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Dewey Publications Inc.
News and Case Alert
Issue #11-5
TABLE OF CONTENTS


FEDERAL CIRCUIT

AGENCY OFFICIALS' PROMISES TO TAKE ACTION IN MATTER OF CONGRESSIONAL INTEREST DID NOT DENY DUE PROCESS IN REMOVAL DECISION




FEDERAL CIRCUIT SIDESTEPS CONSTITUTIONALITY OF NO-MITIGATION RULE IN VA ADVERSE ACTIONS



FLRA

IF AN AGENCY HAS DISCRETIONARY PAY SETTING AUTHORITY, A GRIEVANCE MAY NOT CHALLENGE APPLICATION OF THAT AUTHORITY



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FEDERAL CIRCUIT

AGENCY OFFICIALS' PROMISES TO TAKE ACTION IN MATTER OF CONGRESSIONAL INTEREST DID NOT DENY DUE PROCESS IN REMOVAL DECISION

Patient scheduling problems at some facilities of the VA led to intense congressional scrutiny, hearings, testimony of VA officials, with promises of remedial action, but that did not constitute political pressure sufficient to set aside a removal decision by a VA official who was determined to have given fair consideration to a reply. The court also determined that the Board and VA properly determined that the appellant had a duty as a manager to more intensely monitor efforts by subordinates to control scheduling difficulties:

Mr. Robinson was a member of upper-level management responsible for ensuring that HAS personnel complied with the policies set forth in the Scheduling Directive. Instead, he took a hands-off approach to managing the scheduling problems at Phoenix VA despite knowing the severity of scheduling problems permeating the system. Accordingly, the Board did not err in sustaining the negligence charges against Mr. Robinson.

The court accepted the Board's analysis in Miller v. Dep't of Health & Human Servs., 8 MSPR 249 (1981), assessing a charge of supervisory negligence through a factor analysis of (1) the knowledge the supervisor had, or should have had, of the subordinate's misconduct; (2) the existence of policies or practices relevant to the misconduct; and (3) the extent to which the supervisor directed or acquiesced to the subordinate's misconduct.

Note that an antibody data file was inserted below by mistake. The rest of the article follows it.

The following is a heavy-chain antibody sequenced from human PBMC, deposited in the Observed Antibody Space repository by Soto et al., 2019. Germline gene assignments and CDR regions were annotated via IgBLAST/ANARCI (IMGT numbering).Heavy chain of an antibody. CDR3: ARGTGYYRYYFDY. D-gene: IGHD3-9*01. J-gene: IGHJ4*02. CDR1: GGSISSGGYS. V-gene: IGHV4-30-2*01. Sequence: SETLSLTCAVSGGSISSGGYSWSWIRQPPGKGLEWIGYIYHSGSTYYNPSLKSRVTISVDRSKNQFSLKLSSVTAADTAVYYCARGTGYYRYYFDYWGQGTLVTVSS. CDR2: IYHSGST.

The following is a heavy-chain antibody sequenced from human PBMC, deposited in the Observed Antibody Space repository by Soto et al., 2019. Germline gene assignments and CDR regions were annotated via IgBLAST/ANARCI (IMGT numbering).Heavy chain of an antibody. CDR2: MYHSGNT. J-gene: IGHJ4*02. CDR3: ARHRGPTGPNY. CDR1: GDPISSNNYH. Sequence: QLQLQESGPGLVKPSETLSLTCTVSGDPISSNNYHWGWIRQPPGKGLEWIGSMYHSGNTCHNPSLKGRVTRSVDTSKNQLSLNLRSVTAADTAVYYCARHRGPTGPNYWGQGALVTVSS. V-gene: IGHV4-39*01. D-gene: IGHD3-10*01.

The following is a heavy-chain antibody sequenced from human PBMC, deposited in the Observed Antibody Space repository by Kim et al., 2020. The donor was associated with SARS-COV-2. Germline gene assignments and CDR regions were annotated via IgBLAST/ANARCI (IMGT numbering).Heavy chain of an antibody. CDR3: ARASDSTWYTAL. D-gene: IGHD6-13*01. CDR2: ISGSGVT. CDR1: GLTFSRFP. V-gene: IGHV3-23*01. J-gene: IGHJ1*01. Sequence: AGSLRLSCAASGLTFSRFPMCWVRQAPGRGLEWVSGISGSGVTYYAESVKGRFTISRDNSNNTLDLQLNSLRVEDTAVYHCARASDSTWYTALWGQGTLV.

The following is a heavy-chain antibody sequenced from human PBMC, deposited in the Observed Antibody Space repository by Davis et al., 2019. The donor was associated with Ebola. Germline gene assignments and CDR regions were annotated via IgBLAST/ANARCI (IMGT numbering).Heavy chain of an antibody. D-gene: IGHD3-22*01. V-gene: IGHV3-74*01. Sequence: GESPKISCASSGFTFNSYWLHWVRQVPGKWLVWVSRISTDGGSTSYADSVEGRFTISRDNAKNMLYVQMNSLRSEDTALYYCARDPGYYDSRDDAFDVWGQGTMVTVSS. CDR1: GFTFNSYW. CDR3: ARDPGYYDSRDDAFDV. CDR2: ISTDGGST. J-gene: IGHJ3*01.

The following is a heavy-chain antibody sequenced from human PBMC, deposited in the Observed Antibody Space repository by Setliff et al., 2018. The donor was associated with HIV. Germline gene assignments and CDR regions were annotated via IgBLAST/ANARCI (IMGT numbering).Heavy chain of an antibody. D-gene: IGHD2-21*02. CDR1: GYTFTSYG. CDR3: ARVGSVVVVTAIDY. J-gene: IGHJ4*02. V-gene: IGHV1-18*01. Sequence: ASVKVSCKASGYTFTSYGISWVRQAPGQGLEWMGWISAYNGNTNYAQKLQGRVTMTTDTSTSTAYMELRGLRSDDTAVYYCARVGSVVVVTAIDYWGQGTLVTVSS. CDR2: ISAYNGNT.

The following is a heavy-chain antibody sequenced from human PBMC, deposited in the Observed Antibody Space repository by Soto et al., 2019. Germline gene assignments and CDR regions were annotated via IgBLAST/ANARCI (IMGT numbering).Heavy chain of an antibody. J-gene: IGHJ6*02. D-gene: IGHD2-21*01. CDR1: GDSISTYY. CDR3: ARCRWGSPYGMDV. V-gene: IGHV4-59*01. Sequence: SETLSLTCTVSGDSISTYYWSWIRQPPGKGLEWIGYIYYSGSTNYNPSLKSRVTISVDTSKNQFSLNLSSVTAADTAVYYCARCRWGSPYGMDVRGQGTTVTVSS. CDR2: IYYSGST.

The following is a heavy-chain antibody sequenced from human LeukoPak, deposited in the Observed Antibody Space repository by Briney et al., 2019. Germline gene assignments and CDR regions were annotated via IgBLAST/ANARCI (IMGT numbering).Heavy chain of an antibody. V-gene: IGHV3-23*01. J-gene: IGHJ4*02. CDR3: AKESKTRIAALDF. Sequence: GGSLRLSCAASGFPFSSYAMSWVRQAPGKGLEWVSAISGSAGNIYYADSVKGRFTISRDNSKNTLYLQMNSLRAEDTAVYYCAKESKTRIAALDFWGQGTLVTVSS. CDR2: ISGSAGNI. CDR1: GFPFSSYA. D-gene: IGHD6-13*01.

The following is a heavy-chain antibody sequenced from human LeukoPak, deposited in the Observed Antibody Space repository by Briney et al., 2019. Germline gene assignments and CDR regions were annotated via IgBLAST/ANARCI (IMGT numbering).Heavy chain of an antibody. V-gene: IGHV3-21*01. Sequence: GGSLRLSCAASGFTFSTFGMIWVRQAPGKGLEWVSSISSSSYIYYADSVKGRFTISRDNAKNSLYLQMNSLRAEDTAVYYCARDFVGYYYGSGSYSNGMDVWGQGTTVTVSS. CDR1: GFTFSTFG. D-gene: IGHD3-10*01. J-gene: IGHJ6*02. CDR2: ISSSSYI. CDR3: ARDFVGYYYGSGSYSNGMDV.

Robinson v. VA, Fed. Cir. 2017-2143 (May 6, 2019)



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FEDERAL CIRCUIT SIDESTEPS CONSTITUTIONALITY OF NO-MITIGATION RULE IN VA ADVERSE ACTIONS

The first decision of consequence from the Federal Circuit reviewing adverse action under the VA Accountability and Whistleblower Protection Act of 2017, precluding the MSPB from mitigating penalties, found no infirmity in the Board's decision, noting that both VA and the Board implicitly considered factors pertinent to a penalty determination (a harmless error approach), while the court implied that unbending application of a no-mitigation policy might prove of constitutional concern, but postponing treatment of that concern to another day and appeal.

Mogil v. VA, Fed. Cir. 2018-1673 (May 1, 2019 nonprecedential)


FLRA

IF AN AGENCY HAS DISCRETIONARY PAY SETTING AUTHORITY, A GRIEVANCE MAY NOT CHALLENGE APPLICATION OF THAT AUTHORITY

If an agency has sole discretion to set pay under a statute, the Authority's past decisions have allowed grievance/arbitration to challenge application of the pay system set by the agency. That precedent, NTEU Chapter 302, 65 FLRA 746 (2011) (Member Beck dissenting), was overruled by Dept. of Energy, WAPA and AFGE Local 3824 (April 26, 2019) (Member DuBester dissenting), reaching the conclusion that if the agency has sole discretion to set pay, application of that discretion (a grievance concerning the prevailing rate for holiday premium pay) is not arbitrable. Dissenter DuBester argued that because a matter is nonnegotiable does not mean that a grievance over that matter cannot be adjudicated. He offered as an example a grievance concerning conditions of employment established by laws and government-wide regulation. The arbitrator was being asked to order the agency to establish compensation rates within the confines of the law.

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